According to Ashokavadana, Ashoka asked Girika, who was the official executioner of his kingdom, to design an elaborate torture chamber disguised as a beautiful and "enticing" palace adorned with all kinds of decorations and full of amenities such as exclusive baths decorated with flowers, fruit trees and many ornaments. It was artfully designed to make people long to just look at it.[12]

According to legend, beneath the veneer of beauty deep inside the exclusive mansion, torture chambers were constructed which were full of the most sadistic and cruel instruments of torture including furnaces producing molten metal.[13]

According to the accounts contained in the Ashokavadana, Girika, the architect of the chamber, was inspired by descriptions of the five tortures of the Buddhist hell for the design of the torture chamber and of the torture methods he inflicted upon his victims.[14][15] The torture chamber was so terrifying, that King Ashoka himself was thought to have visited hell so that he could perfect its evil design.[16]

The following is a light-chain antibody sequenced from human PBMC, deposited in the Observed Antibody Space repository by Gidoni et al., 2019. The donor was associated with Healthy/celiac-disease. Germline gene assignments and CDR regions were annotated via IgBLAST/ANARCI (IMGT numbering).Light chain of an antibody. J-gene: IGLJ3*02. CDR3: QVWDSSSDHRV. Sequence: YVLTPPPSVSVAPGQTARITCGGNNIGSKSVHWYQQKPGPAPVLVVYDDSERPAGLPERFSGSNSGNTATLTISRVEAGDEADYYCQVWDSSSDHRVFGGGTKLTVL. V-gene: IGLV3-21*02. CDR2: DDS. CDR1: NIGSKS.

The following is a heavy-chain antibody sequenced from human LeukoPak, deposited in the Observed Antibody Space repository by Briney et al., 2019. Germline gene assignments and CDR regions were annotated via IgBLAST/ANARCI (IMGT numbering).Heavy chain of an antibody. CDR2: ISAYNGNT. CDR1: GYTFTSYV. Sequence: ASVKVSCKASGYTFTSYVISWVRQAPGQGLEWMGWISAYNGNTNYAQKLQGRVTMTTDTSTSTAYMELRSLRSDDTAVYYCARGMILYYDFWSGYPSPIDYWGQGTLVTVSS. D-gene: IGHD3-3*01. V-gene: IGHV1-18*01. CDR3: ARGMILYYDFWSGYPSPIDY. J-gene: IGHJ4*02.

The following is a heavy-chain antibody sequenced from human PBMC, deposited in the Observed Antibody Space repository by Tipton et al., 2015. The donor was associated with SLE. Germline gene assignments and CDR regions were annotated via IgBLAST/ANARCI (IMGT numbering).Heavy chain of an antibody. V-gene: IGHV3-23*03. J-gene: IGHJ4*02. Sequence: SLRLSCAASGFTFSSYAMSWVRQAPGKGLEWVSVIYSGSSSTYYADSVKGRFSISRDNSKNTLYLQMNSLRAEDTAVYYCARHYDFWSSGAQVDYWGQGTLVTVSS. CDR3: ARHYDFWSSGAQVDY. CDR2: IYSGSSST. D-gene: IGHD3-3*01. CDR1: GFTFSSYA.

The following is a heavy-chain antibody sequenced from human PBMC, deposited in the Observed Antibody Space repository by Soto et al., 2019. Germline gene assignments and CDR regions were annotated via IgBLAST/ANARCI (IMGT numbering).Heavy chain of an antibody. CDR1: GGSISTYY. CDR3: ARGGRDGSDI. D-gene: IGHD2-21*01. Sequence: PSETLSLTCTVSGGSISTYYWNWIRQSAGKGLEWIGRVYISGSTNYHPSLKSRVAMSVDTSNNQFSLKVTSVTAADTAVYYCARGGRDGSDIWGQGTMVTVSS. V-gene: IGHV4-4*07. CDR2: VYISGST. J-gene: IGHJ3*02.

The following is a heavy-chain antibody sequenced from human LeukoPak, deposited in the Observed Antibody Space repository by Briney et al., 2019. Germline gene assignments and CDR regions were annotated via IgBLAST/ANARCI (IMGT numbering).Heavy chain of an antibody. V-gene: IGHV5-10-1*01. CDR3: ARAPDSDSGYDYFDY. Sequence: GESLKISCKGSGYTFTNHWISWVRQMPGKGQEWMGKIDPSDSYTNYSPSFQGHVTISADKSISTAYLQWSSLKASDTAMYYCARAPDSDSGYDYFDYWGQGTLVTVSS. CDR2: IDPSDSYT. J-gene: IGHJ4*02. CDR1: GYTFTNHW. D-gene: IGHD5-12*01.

Ashoka made Girika promise that he would never allow anyone who entered the palace to exit alive, including Ashoka himself.[12][17] In the Biographical Sutra of King Ashoka the palace is described by the sentence: 'King Ashoka constructed a hell'.[18]

Some time later a Buddhist monk by the name of Samudra happened to visit the palace and upon entering he was informed by Girika that he would be tortured to death,[19][20] and was subsequently led into the torture chamber. His torturers however failed to injure him and he appeared able to neutralise their torture methods by performing miracles.[12][17][20]

Ashoka converted to Buddhism when he witnessed Samudra's miracles inside the torture chamber.[12][17][20] He also ordered Girika burned alive and ordered the demolition of the torture palace. According to the Ashokavadana, "the beautiful jail was then torn down and a guarantee of security was extended to all beings".[12][17]